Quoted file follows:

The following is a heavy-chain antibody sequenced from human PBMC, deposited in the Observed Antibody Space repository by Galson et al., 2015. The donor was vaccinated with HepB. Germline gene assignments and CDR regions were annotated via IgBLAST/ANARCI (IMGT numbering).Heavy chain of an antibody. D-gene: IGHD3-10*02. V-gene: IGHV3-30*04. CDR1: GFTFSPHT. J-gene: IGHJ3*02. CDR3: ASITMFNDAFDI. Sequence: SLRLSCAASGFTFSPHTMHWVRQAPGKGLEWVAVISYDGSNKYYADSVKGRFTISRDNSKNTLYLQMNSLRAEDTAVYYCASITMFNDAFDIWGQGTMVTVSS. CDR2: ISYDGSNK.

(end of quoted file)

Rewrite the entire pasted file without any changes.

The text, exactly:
The following is a heavy-chain antibody sequenced from human PBMC, deposited in the Observed Antibody Space repository by Galson et al., 2015. The donor was vaccinated with HepB. Germline gene assignments and CDR regions were annotated via IgBLAST/ANARCI (IMGT numbering).Heavy chain of an antibody. D-gene: IGHD3-10*02. V-gene: IGHV3-30*04. CDR1: GFTFSPHT. J-gene: IGHJ3*02. CDR3: ASITMFNDAFDI. Sequence: SLRLSCAASGFTFSPHTMHWVRQAPGKGLEWVAVISYDGSNKYYADSVKGRFTISRDNSKNTLYLQMNSLRAEDTAVYYCASITMFNDAFDIWGQGTMVTVSS. CDR2: ISYDGSNK.